The question that I am probably asked most often is, “How much protein should I consume daily?” I literally give protein advice to young athletes and active individuals dozens of times a week. Whether you are running, biking, lifting weights or participating in sports, you need to understand how protein repairs our bodies.
An active body will expend more energy than a sedentary or inactive person, and thus, more protein and calories will be needed. The question that I am probably asked most often is, “How much protein should I consume daily?” I literally give protein advice to young athletes and active individuals dozens of times a week. Whether you are running, biking, lifting weights or participating in sports, you need to understand how protein repairs our bodies. An active body will expend more energy than a sedentary or inactive person, and thus, more protein and calories will be needed.
Before we calculate how much protein our body needs, it is very important to understand protein timing. Protein timing simply means to space out your protein consumption daily. This is very important because protein elevates nitrogen in your bloodstream, and nitrogen is essential for building and repairing muscle tissue. When you consume protein, it begins to digest. As it digests through your body, it elevates your blood nitrogen levels for about 4 hours. This is why nutritionists advise eating multiple servings of protein daily. For optimal results, smaller doses of protein 4-5 times per day spaced 3-4 hours apart can double your lean muscle gains over a given period of time.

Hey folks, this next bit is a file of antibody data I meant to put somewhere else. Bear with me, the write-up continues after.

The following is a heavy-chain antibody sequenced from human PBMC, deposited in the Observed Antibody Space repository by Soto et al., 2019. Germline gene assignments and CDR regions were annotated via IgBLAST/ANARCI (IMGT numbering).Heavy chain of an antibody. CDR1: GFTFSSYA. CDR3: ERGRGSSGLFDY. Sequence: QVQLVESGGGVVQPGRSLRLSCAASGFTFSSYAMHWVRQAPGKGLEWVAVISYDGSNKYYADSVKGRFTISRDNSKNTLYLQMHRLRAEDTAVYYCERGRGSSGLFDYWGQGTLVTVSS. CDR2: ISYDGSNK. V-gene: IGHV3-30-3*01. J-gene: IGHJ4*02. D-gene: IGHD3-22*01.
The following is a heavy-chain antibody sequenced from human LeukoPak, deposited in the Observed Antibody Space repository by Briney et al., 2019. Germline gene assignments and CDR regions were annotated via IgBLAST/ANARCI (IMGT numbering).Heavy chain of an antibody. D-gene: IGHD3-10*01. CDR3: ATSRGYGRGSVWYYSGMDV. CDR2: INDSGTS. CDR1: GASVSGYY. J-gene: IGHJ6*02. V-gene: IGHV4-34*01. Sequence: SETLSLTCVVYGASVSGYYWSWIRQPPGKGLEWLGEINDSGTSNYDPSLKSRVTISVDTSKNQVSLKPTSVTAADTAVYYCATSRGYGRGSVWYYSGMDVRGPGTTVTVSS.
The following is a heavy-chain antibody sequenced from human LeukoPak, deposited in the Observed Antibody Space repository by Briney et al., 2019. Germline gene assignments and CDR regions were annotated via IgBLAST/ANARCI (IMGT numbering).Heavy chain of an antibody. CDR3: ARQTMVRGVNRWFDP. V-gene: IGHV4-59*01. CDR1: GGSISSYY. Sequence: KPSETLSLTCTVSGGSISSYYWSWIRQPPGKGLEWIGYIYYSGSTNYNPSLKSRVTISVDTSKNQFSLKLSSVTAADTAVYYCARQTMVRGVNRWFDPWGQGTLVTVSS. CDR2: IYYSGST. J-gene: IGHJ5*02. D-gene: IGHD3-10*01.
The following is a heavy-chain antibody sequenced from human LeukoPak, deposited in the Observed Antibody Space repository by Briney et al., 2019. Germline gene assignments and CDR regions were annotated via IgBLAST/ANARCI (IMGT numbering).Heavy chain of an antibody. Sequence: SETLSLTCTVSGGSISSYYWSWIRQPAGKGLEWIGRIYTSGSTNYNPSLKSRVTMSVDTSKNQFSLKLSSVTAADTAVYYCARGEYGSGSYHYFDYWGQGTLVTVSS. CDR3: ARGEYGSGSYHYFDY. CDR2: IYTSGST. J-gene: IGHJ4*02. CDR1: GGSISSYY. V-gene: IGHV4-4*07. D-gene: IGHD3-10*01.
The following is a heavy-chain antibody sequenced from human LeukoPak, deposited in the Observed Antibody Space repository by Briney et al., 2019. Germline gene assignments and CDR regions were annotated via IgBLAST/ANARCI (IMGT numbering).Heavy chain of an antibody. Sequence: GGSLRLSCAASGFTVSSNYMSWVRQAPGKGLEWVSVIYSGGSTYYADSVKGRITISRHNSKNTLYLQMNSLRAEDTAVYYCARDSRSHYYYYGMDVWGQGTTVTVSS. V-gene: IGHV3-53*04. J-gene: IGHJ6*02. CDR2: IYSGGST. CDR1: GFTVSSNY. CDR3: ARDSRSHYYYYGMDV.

Protein needs of active individuals and athletes are obviously greater than that of non-athletes. The Academy of Nutrition and Dietetics, Dietitians of Canada, and the American College of Sports Medicine recommend the following for power and endurance athletes and active individuals based on body weight: 1.2 to 1.7 grams/kilogram body weight per day (or in pounds, approximately 0.6 – 0.8 grams/pound of body weight). Many athletes simply round up and calculate 1 gram per pound of body weight. I prefer to use the pounds calculation as most of us are aware of our weight in pounds. So here are a few examples using the formula:
1. Very Active and weigh 180 lbs. – 180 lbs. x 0.8 = 144g of protein
2. Moderately Active and weigh 140 lbs. – 140 lbs. x 0.6 = 84g of protein
3. Competing Athlete and weigh 220 lbs. – 220 lbs. x 0.8 = 176g of protein
4. Intense Athletes – this one is a simple calculation – 1g of protein per lb. of body weight
Now calculate and divide your total protein consumption by 4 or 5 smaller meals throughout the day. If eating 5 smaller meals is simply not possible, then do four meals or snacks 4-5 hours apart. So, if you are example No. 2 above and are trying to eat four protein servings per day, then simply divide by four. So 84 grams of protein divided by 4 equals 21g of protein four times per day. This does not need to be exact, but it is a guideline. You may have a 15g protein bar for a snack, too, and that is OK – your nitrogen levels will still spike up. Also if you have a 30g protein lunch, it’s OK. Just keep trying to space your protein in 4-5 servings or snacks throughout the day.
Max Muscle Nutrition has 120+ stores across the country and we specialize in educating our customers about protein timing and elevating nitrogen. Stop by your local Max Muscle Nutrition store for more information regarding your diet, meal planning, weight loss/gain, etc.